Continous Integration is the practice of developers regularly merging changes in one central repository after which check builds and tests are run on every new change for verification.
Some of the benefits of CI include:
- Early problem detection:
- Whenever a new change is detected, a build/check is triggered. When the build fails based on functional or integration errors, developers are notified and nothing will be deployed. This calls for early debugging.
- Prevents Bug accumulation:
- Use of CI prevents piling up of bugs. From the above point, bugs are immediately detected and fixed as opposed to everyone working independently for an extended period of time then having multiple bugs when it’s time to merge the application for production.
- Automated testing:
- Aside from building and integrating the software, CI servers are also able to execute unit tests.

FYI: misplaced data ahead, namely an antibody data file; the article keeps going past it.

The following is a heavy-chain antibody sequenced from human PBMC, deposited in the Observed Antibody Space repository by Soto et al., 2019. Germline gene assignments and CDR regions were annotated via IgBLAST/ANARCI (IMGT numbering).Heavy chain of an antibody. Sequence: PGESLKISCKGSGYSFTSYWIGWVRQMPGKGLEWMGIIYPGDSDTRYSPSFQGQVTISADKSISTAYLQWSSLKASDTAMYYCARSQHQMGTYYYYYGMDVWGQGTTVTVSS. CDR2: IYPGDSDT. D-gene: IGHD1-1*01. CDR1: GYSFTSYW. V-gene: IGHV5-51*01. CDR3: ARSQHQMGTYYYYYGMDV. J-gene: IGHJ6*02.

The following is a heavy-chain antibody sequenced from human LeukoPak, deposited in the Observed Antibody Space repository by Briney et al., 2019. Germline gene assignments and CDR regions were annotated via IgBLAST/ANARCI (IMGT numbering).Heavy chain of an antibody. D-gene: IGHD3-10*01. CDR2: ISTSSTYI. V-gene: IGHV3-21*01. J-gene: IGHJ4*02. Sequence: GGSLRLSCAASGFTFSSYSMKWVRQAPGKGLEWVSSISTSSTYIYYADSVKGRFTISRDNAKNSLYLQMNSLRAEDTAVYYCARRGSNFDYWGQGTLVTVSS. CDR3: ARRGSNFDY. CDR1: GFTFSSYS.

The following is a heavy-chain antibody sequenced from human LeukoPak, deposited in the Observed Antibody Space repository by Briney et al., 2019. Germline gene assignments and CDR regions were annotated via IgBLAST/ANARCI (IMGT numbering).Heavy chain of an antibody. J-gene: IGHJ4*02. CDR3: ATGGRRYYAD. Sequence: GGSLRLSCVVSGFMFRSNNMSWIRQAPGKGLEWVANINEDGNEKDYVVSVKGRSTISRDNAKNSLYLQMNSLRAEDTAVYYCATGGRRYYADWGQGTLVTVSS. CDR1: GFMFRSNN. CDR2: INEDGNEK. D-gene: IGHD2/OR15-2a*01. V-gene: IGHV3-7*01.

- Setting stage for Continous Deployment.
- Most CI tools support running scripts after the build/check has been completed. After a successful build you can automatically deploy your software to production, or whichever environment.
We’ll build a Node application to demonstrate this concept. These are the tools we’ll use:
- CircleCI as the Continous integration tool.
- Heroku, which offers platform as a service.
- Mocha as our testing framework.
- Git as our Version Control System.
- Github as our Repository Manager.
For the tutorial we assume you have knowledge in:
Look out for our next post where we’ll cover this.
You can share what CI tools you or your business use and what value you found in integrating them to your workflow